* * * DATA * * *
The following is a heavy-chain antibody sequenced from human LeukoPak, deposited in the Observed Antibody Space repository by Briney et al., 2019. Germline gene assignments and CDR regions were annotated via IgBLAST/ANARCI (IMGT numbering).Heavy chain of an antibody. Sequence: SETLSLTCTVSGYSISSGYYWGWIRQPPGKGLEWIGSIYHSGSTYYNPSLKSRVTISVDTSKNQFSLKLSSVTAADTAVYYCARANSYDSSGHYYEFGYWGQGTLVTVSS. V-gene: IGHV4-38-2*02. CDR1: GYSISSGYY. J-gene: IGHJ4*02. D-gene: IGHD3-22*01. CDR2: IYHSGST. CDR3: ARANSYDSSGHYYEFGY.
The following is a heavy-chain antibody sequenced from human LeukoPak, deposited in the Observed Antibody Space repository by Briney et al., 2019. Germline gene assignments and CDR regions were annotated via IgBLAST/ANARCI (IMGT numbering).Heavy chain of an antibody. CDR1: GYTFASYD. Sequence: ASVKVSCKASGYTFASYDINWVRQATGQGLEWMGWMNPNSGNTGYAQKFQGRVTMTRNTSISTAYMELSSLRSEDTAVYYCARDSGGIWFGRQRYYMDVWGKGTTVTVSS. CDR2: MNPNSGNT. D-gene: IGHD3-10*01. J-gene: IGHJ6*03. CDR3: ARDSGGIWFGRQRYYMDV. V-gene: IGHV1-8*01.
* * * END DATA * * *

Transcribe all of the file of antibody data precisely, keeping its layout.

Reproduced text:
The following is a heavy-chain antibody sequenced from human LeukoPak, deposited in the Observed Antibody Space repository by Briney et al., 2019. Germline gene assignments and CDR regions were annotated via IgBLAST/ANARCI (IMGT numbering).Heavy chain of an antibody. Sequence: SETLSLTCTVSGYSISSGYYWGWIRQPPGKGLEWIGSIYHSGSTYYNPSLKSRVTISVDTSKNQFSLKLSSVTAADTAVYYCARANSYDSSGHYYEFGYWGQGTLVTVSS. V-gene: IGHV4-38-2*02. CDR1: GYSISSGYY. J-gene: IGHJ4*02. D-gene: IGHD3-22*01. CDR2: IYHSGST. CDR3: ARANSYDSSGHYYEFGY.
The following is a heavy-chain antibody sequenced from human LeukoPak, deposited in the Observed Antibody Space repository by Briney et al., 2019. Germline gene assignments and CDR regions were annotated via IgBLAST/ANARCI (IMGT numbering).Heavy chain of an antibody. CDR1: GYTFASYD. Sequence: ASVKVSCKASGYTFASYDINWVRQATGQGLEWMGWMNPNSGNTGYAQKFQGRVTMTRNTSISTAYMELSSLRSEDTAVYYCARDSGGIWFGRQRYYMDVWGKGTTVTVSS. CDR2: MNPNSGNT. D-gene: IGHD3-10*01. J-gene: IGHJ6*03. CDR3: ARDSGGIWFGRQRYYMDV. V-gene: IGHV1-8*01.